Here I am,
prayin' for this moment to last,
livin' on the music so fine,
borne on the wind,
makin' it mine.

Night fever, night fever.
We know how to do it.
Gimme that night fever, night fever.
We know how to show it.

From Night Fever, by the Bee Gees

Saturday Night Fever, full of energy, hormones, anger and disco music, was - thanks to its soundtrack - one of the defining films of my early teens. And yes, we all copied those Night Fever dance moves and poses, even if we couldn't run to white flares and an entire disco floor all to ourselves. So when I first began to hear about a Catholic youth event called Nightfever, I naturally assumed that it, too, would be energetic and bustling. I understood the idea: young people standing outside a city centre church, inviting passers-by - on their way home or off to the pub or a club - to come in, light a candle and pause for prayer. Somehow, I imagined a certain amount of movement and hubbub, conversations in corners, a constant, noisy flow of people and lively, enthusiastic hymns.

Several months ago Nightfever came to Oxford, via the chaplaincy and Blackfriars, and last Friday night, as I was free, I went along to their third event. I was greeted by an enthusiastic group of welcomers standing outside Blackfriars, but the bustle and hubbub ended at the door. Inside, I found this...

used with permission from Olivia McDermott, Newman CathSoc publicity officer

For the next 30 or 40 minutes I sat in a darkened church made luminous by an ever-increasing number of tiny candles, with quiet worship songs filling the silence, and several dozen people filling the space with stillness and prayer. The Blessed Sacrament was exposed for adoration; the altar steps before it full of flickering tea-lights, beside them a box for prayer requests and a small basket containing scripture quotes. Every minute or so the stillness was punctuated by one or two welcomers, bearing lanterns, quietly bringing people to light candles. They gently explained things then stepped back, invariably kneeling while "their" person lit their candle and maybe wrote a prayer request.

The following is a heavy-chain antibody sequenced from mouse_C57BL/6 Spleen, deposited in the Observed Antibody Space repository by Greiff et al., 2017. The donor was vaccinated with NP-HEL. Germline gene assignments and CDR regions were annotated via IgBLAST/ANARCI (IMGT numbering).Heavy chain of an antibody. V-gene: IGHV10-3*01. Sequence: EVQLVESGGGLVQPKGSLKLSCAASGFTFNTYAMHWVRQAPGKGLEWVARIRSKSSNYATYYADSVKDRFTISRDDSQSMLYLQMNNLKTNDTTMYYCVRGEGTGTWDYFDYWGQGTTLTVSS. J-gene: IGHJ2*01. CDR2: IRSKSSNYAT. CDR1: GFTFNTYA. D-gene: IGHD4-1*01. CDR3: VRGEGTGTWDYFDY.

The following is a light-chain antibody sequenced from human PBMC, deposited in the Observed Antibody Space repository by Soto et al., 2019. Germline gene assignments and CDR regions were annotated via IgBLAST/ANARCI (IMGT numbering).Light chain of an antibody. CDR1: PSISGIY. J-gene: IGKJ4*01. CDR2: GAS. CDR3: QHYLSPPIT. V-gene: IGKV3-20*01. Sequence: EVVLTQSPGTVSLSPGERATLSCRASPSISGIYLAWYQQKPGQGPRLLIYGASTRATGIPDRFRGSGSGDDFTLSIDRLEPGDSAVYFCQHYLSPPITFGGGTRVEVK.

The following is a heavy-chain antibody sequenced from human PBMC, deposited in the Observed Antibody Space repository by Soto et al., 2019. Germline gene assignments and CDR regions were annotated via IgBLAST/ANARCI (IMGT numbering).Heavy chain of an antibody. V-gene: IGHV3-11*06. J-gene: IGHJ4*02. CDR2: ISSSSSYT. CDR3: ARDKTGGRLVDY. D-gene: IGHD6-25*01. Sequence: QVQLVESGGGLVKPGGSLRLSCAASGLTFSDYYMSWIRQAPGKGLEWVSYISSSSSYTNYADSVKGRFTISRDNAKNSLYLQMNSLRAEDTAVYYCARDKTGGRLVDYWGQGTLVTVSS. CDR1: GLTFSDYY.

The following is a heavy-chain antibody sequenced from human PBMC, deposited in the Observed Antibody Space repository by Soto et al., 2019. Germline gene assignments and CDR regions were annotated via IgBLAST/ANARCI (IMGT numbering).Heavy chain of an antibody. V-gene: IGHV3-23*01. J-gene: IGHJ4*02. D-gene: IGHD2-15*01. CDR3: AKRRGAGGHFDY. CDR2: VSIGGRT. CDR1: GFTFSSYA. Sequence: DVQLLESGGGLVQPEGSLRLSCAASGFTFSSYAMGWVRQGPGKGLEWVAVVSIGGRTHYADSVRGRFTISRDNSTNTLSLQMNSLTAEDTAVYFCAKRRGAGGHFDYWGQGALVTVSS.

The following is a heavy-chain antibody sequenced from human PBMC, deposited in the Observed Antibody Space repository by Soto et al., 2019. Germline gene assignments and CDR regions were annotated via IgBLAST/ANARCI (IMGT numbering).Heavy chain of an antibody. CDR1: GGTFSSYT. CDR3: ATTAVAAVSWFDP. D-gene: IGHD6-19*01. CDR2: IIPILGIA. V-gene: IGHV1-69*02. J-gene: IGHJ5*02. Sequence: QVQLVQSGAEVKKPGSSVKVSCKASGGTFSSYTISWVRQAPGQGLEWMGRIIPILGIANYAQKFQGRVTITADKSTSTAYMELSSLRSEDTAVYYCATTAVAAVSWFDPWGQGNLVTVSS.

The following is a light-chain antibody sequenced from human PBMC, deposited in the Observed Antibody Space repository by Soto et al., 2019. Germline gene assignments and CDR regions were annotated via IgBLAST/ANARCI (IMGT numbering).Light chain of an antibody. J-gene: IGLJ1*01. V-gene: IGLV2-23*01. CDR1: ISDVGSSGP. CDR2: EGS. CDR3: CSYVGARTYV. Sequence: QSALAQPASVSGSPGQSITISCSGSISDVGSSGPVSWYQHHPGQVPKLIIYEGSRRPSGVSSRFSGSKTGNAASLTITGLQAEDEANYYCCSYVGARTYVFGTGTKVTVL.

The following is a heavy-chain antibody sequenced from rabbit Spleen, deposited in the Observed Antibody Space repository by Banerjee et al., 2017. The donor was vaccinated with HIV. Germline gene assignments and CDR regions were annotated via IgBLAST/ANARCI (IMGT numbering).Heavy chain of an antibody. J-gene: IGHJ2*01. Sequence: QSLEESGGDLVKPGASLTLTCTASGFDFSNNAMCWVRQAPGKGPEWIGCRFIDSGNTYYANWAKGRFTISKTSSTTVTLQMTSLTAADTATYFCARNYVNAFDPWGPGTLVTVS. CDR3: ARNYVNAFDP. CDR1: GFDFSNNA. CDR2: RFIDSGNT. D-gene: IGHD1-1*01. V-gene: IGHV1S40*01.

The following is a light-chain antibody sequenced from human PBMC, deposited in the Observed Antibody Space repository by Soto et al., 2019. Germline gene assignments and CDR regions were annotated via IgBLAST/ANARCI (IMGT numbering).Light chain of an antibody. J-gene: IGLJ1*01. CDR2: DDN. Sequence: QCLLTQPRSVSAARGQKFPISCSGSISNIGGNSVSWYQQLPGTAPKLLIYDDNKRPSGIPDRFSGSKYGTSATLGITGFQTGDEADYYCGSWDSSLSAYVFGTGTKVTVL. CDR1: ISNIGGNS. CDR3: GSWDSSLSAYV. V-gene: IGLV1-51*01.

The atmosphere throughout was reverent and prayerful: whether their body language showed ease or awkwardness, those lighting candles were quiet, recollected, maybe even awed by what they were doing. A few lingered, or found a pew and stayed longer. I'm told that over 300 people came in during the three hours of Nightfever to light candles. Those I saw were of all backgrounds and ages, several with small children, their absorbed faces glowing in the candlelight. Whatever their reasons for accepting the invitation to step inside, they will hopefully not forget the reverence and prayerful tranquillity which welcomed them in. I certainly won't.


  1. This is wonderful and I hope it catches on over here in the States. Thank you for sharing your own experience. Helen, rscj


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